‘Home from OM – the last yoga retreat’

My latest book is now available on Amazon! It’s a novel way to navigate the ageing process, and uses story to spread the teachings of yoga.

Buy your copy of ‘Home from OM – the last yoga retreat’ now! They’re selling fast…

Click on the cover to purchase.


‘Home from OM’ employs the ancient yoga technique of story-telling to put across spiritual teachings, the infinite wisdom. Following the progress of ten occupants of a residential home, we engage with their lives and their pasts. Can living in a yoga community bring grace and fulfillment to their last years? Could this be a way for the elderly to progress instead of diminish? Or will new challenges emerge from the experiment? Carole Kerton has been teaching yoga for forty-one years. She believes in using humour and anecdotes to facilitate learning. Whilst yoga supports all age groups, the elderly in Carole’s classes thrive on their practice.

Brighten your day

Bite-sized chunks of yoga theory

Brighten your day, when the world looks weary.

Upanishads, Eight Limbs and the Gita,

Quotes to make your temper sweeter.

Foods that help improve your health,

And lessons about the Inner Self.

Come and check out ‘yoga prescribed’,

Truths enlighten when well imbibed.

And if you feel by blog is worth a look,

You might also enjoy my little book!

‘YOGA PRESCRIBED’ by Carole Kerton. (£6).

Moving on to Mundaka

Mundaka upanishad begins with: “Since the manifold objects of senses are merely emanations of Brahman, to know them in themselves is not enough. Since all the actions of men are but phases of the universal process of creation, action alone is not enough. The sage must distinguish between knowledge and wisdom. Knowledge is of things, acts and relations. But wisdom is of Brahman alone; and, beyond all things, acts, and relations, he abides forever. To become one with him is the only wisdom.”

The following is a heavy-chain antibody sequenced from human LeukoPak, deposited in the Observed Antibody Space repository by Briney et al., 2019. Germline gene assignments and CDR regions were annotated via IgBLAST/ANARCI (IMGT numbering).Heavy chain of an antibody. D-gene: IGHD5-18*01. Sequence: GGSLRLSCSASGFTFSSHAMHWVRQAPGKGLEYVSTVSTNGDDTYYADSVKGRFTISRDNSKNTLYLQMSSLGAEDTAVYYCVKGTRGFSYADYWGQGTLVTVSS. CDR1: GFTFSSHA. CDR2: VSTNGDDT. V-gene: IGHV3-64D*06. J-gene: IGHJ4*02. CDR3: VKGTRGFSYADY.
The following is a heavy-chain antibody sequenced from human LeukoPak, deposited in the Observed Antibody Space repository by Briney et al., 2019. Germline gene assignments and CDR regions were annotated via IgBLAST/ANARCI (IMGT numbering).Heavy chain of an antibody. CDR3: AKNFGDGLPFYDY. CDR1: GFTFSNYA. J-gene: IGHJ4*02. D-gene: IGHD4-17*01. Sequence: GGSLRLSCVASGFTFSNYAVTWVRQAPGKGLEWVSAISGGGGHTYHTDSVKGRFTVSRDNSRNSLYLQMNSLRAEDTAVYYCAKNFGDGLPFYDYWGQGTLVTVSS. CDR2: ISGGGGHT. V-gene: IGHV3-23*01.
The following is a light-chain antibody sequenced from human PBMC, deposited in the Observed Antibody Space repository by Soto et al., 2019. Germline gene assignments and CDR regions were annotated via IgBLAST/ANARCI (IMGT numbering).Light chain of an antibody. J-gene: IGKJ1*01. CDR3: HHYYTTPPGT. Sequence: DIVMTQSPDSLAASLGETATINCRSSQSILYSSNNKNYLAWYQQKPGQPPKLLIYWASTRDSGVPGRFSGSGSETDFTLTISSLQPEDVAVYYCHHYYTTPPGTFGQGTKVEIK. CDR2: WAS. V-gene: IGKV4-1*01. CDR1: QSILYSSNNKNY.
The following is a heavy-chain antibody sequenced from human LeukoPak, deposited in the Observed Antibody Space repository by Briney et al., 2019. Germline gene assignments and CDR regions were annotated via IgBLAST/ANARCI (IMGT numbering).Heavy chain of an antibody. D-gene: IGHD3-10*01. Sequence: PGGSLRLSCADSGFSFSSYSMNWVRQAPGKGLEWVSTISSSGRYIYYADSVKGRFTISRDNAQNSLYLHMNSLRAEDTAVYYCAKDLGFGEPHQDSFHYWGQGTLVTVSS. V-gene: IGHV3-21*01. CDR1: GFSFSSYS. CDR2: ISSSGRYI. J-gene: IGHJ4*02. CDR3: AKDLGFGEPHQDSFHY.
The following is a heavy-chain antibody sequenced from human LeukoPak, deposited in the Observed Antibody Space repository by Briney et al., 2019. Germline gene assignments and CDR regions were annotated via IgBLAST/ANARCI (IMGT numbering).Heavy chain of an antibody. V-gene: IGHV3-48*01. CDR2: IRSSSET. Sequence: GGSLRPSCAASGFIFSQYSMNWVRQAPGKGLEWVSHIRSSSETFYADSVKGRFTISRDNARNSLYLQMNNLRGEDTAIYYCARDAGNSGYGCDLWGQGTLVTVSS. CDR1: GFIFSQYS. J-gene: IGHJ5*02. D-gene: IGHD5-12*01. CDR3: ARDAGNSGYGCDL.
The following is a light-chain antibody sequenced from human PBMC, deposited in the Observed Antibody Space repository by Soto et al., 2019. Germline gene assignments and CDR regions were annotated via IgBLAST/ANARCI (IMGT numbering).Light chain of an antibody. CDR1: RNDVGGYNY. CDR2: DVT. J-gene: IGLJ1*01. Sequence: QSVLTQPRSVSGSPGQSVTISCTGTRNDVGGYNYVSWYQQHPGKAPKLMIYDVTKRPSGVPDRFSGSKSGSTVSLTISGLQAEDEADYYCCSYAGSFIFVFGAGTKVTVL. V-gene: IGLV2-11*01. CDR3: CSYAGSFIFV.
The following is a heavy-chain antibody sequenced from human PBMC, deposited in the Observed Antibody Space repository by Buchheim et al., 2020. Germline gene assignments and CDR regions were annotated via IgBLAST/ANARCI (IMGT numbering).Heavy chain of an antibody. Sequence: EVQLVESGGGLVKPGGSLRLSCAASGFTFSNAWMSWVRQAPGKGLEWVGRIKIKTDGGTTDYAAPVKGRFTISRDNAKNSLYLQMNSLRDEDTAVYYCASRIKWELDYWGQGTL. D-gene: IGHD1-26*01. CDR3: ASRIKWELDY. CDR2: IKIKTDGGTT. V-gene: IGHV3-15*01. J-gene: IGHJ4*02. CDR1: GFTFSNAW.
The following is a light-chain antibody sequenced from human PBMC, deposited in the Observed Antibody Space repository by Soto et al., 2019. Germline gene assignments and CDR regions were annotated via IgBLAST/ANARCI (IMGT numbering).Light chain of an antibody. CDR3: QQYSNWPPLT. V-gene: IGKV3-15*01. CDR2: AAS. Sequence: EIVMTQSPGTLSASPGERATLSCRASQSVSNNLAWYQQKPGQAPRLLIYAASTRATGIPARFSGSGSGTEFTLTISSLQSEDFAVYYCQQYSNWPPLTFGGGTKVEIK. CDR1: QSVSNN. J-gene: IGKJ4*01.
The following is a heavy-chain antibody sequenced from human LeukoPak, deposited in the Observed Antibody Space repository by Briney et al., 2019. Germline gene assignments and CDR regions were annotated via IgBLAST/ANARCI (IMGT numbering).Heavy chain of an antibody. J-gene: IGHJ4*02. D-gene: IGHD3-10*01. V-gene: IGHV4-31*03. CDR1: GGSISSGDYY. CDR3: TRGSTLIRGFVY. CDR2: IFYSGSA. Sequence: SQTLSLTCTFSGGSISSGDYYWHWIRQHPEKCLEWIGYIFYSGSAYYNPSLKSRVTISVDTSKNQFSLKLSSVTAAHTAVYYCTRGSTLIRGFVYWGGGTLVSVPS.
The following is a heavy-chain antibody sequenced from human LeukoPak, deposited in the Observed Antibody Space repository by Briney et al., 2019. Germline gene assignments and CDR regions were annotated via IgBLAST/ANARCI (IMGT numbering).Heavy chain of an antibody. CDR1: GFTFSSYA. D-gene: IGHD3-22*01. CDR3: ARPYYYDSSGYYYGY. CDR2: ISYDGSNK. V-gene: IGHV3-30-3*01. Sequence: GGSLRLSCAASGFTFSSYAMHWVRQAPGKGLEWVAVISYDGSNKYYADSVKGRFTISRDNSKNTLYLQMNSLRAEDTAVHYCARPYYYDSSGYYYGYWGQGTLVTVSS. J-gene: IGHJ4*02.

This reminds us of the wise teachings of Krishna to Arjuna in the Bhagavad Gita.

Reminded of the Bhagavad Gita

We are reminded of the Bhagavad Gita when Death says: ‘Know that the Self is the rider and the body the chariot; that the intellect is the charioteer, and the mind the reins. The senses, say the wise, are the horses; the roads they travel are the mazes of desire. The wise call the Self the enjoyer when he is united with the body, the senses and the mind. When a man lacks discrimination and his mind is uncontrolled, his senses are unmanageable , like the restive horses of a charioteer. But when a man has discrimination and his mind is controlled, his senses, like the well-broken horses of a charioteer, lightly obey the rein.’

I always say that you need to read the Upanishads with your heart and not your head. Try reading those words out loud. It’s just lovely…

The Upanishads

Student yoga teachers study three great works, ‘The Bhagavad Gita’, Patanjali’s Sutras and ‘The Upanishads’.

Upanishad means to ‘sit at the feet of the Master’. This refers to the fact that yogic teaching was passed from Guru (teacher) to chela (student). The Upanishads are like our fables. You need to read them with your heart, rather than your mind. They all contain a moral.

The Upanishads are the philosophical part of the Vedas. Neither dogma nor theology, these meditations concern direct, overwhelming religious experience in the midst of life, and record insights into eternal truths. They are unified by their common search for the true nature of Reality, and in the course of this search afford glimpses into supreme states of the soul.

In the days to come, we’ll explore twelve of these Upanishads.

On the home stretch!